Luther Library

Luther Statue

03 March 2006
  Christ the Lord: Out of Egypt by Anne Rice

Originally posted on Necessary Roughness on January 9, 2006.

I finished Anne Rice's latest work, Christ the Lord: Out of Egypt, on the Columbus to Houston leg on my way to Oklahoma City tonight.

The book is a fictional but plausible first-person narrative of Jesus Christ in his seventh year. His family, now extended with an uncle, aunt, and cousins, returns to Nazareth from their exile in Alexandria, Egypt, and rebuilds their house and town. Israel is rocked by the rebellion of the Jews against Herod the Great, and Caesar sends troops to put down the insurgents as well as some innocents.

Mary and Joseph continue to keep Jesus's origin a secret, even from Jesus himself. Herod the Great is killed, but they fear one of his sons, Herod Archelaus or Herod Antipas, might renew the search for the prophesied King of the Jews. Jesus is bewildered by the miracles that happen: when another kid strikes him, the child is struck dead, and Jesus, asking the child to wake up, performs his first resurrection. In another situation, he prays for the healing of his uncle, and it happens. He wishes for snow, which had not occurred since the Nativity (according to the book), and it falls. Realizing that he can do miracles, but not knowing why, he prays to God to only do things that the Father approves.

Jesus receives additional clues from a rabbi during the Day of Atonement, who informs Jesus of the prophecy and the ensuing slaughter of 2-year-olds and under by Herod the Great. His cousin/adopted brother James finally lets the cat out of the bag and tells Jesus about the Star of Bethlehem, the visitors, and the angels. Jesus asks Mary one more time with this information, and Mary finishes out the story with what happened to her.

Rice emphasizes Christ's humanity a great deal, to her credit. Jesus gets cut. He gets sick. He cries—no surprise given his grief over Lazarus's death in the Gospels (John 11:28-36). He learns new words in Greek. There is a moment where he feels sorry for the children who were slaughtered because of Him. He has no direct conversation with the Father or heavenly angels, but in a dream he talks to an angel who identifies himself as a prince of chaos.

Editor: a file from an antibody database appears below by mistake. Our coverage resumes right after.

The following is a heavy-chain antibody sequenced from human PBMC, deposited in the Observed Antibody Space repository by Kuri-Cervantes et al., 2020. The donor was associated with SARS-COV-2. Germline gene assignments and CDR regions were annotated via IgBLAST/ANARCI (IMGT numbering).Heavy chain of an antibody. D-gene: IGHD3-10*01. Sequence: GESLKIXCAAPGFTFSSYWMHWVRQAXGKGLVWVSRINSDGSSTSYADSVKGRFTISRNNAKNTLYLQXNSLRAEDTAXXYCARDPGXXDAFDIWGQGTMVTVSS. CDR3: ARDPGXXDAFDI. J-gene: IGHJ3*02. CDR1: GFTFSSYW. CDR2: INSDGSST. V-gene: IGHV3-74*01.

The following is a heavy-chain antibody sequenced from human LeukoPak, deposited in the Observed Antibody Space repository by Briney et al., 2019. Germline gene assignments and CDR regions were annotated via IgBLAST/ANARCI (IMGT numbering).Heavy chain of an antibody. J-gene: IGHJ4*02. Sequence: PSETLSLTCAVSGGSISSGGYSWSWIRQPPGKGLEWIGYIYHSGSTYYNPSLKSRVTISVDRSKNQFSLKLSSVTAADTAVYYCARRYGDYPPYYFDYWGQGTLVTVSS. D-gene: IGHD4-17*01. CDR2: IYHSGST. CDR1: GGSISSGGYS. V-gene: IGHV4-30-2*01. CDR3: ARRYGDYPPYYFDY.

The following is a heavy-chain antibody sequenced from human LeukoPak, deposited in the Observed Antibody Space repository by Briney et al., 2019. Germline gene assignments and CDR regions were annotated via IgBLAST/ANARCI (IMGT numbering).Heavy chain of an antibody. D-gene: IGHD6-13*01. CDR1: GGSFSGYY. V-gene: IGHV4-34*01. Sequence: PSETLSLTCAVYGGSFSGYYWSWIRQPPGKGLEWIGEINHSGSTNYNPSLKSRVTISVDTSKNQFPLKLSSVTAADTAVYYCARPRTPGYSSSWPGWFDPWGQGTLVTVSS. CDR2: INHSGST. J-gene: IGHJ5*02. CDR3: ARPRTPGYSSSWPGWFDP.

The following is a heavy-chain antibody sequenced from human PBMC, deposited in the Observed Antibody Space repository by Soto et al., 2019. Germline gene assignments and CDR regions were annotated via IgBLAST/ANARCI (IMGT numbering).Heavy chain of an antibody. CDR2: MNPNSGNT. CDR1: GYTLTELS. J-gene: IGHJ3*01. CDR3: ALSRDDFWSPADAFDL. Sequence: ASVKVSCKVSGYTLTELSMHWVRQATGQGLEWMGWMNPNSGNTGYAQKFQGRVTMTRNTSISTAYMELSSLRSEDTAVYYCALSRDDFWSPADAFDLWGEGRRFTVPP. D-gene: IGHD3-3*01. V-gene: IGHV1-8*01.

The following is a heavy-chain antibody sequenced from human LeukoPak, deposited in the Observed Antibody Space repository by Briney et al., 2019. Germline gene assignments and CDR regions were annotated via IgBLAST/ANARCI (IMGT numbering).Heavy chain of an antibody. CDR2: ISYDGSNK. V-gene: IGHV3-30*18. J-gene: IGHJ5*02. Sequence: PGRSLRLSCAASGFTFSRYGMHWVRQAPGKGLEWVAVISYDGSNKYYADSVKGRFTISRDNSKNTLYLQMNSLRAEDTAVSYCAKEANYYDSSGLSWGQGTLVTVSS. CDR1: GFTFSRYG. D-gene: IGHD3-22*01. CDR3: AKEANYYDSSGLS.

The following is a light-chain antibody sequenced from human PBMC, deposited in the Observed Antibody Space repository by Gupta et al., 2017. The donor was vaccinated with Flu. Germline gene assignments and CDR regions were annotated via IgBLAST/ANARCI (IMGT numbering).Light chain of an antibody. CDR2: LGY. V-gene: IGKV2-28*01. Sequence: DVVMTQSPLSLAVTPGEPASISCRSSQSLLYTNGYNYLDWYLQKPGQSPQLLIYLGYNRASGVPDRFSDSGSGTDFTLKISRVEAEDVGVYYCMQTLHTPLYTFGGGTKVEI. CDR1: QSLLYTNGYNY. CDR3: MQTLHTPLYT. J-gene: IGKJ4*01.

There isn't much to offend theologically from what I can tell. Rice's Mary supports Semper Virgo but makes no comment on the Immaculate Conception. According to the Gospels the first miracle performed by Jesus was the turning of water into wine at Capernaum (verse 11 of John 2:1-11). The early miracles are drawn from the Apocrypha and other legends. There is also not much foreshadowing into the Gospels, though there is one entertaining incident where the women of the family discuss the political influences that determine who the next high priest will be when the next Herod assumes the throne. They figure Caiaphas will be the next high priest, borne out in Matthew 26 and John 18.

Anne Rice writes very conversationally in this book, emphasizing the youth of the first-person narrator. When a miracle occurs Jesus describes it as "power flowing out of me". There were no complex plot twists; Jesus getting sick garnered most of my surprise. The book is an interesting interpretation of what could have happened between the return from Egypt and the 12-year-old showing up in the Temple going about his Father's business. Rice doesn't preach a course of action but just tells a story, which could explain her success with other subjects.

Recommended for everyone.

Feedback
 
Comments: Post a Comment

Links to this post:

Create a Link



<< Home

About the Library
Luther Library seeks to encourage the reading of good books by confessional Lutheran pastors, church workers, and lay people through regular reviews and recommendations.

Review Requests

Would you like to submit or suggest book, video, software or related items for review? Please read our guidelines and then submit your request to the Library.

Newer Posts

  • Worship, Gottesdienst, Cultus Dei:
  • Current Lutheran Carnival
  • Carnival Reminder
  • The Battle Isn't Over
  • More Thanks
  • More on the Lutheran Blogolution
  • Lutheran Carnival Time
  • Wise Words
  • Going Out, Getting Dumped, and Playing Mini Golf o...
  • Carnival Deadline
  • Archives

    2006.01 / 2006.02 / 2006.03 / 2006.04 / 2006.05 / 2006.06 / 2006.07 / 2006.08 / 2006.09 / 2006.10 / 2006.11 / 2006.12 / 2007.01 / 2007.02 / 2007.03 / 2007.04 / 2007.05 / 2007.09 / 2008.08 / 2008.11 / 2009.09 / 2009.10 / 2010.01 / 2013.06 /

    Links

    Odds and Ends
    Feedburner
    Subscribe in NewsGator Online Add Yahoo News Feed
    http://www.wikio.com
    eXTReMe Tracker

    Luther Library Lutheran Confessions
    Aardvark Alley BBOV
    CAT-41 Xrysostom
    Ask the Pastor The Wittenberg Trail
    Cyberbrethren Cranach
    Lutheran Blog Directory The Lutheran Church—Missouri Synod
    Old Lutheran WorldMag.com
    Blogdom of God Luther at the Movies
    Wikipedia Bloggernity Search Directory
    Spam Poison Blog Universe
    Globe of Blogs Blogarama - The Blog Directory
    Blogdigger Get Firefox
    Blogz Pro-Life Blogs
    Listed in LS Blogs Blog Directory & Search engine
    PLAZOO Blurt It!


    Powered by Blogger